The United States said that leaked Chinese data on the suppression of the Muslim Uighur minority in China reveal that mistreatment is likely to be approved by the highest levels of the power hierarchy in Beijing.

Commenting on the leaked files attributed to the Chinese police, US State Department spokesman Ned Price said, "We condemn this information and these shocking photos."

"It is hard to imagine that a systematic effort to abolish, detain and wage a campaign of genocide and crimes against humanity does not have the blessing or approval of the highest levels of the government of the People's Republic of China," he added.

"Let us, and continue to call, (China) immediately release all those arbitrarily detained, abolish detention camps, and end mass detentions, torture, forced sterilization and the use of forced labor," Price said.

The leaked documents attributed to the Chinese police, including thousands of photos of detainees, including women, minors and the elderly, shed light on the situation of Uyghur Muslims in Xinjiang.

These documents were published by a group of 14 international media outlets, including the BBC and the French newspaper Le Monde.

An anonymous source sent the documents to German researcher Adrian Zenz, who was the first to accuse the Chinese regime in 2018 of detaining more than one million Uyghurs in "political re-education centres".


Beijing has long denied the presence of this number of people in the centers, denouncing what it considers "the lie of the century", and stressing that these camps are in fact "vocational training centers" aimed at combating religious extremism after a series of bloody attacks in the region.

However, documents published on Tuesday show that the presence of "trainees" in these centers is not voluntary.

Zenz told the BBC that the documents "blew up Chinese propaganda".

The documents include more than 2,800 ID photos of detainees, including Zeitungol Ablehet, a 17-year-old girl who was arrested for listening to a prohibited speech, and Bilal Kassem, 16, who is apparently convicted of his ties to other prisoners.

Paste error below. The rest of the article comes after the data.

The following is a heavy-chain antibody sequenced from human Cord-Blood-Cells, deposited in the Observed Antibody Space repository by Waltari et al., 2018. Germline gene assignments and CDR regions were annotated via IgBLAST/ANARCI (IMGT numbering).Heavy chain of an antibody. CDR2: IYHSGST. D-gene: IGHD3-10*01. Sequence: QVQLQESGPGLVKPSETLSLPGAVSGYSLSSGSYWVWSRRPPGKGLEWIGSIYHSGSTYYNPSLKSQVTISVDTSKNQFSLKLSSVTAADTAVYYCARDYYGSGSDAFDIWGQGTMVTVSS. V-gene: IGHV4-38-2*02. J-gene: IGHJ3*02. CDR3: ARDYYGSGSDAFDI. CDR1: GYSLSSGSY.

The oldest on the list is Anihan Hammet, a skinny and confused woman in the photo, who was 73 when she was arrested.

Another picture shows guards with batons trying to control a prisoner in chains.

The written documents prove the hypothesis of organized repression by the Chinese head of state.


Uighurs make up about most of Xinjiang's 26 million people.

On Tuesday, Chinese Foreign Ministry spokesman Wang Wenbin said that the documents are only "a modern model presented by anti-China forces to discredit Xinjiang" and "to spread lies and rumours."

Change in policies

In response to the leaks, the German government's commissioner for human rights, Luise Amtsberg, called for a major change in Germany's policy toward China.

On Tuesday, German Economy Minister Robert Habeck said that Germany is changing the way it deals with China and will give high priority to human rights issues.

"It has long been clear that while China is a major trading partner, there are problems, including with respect to human rights," Habeck said in a statement.

Habeck added that Germany is seeking to further diversify and reduce its dependence on China, and will carefully study requests from German companies that want to invest in China to be completely away from human rights abuses and forced labor in the supply chain.

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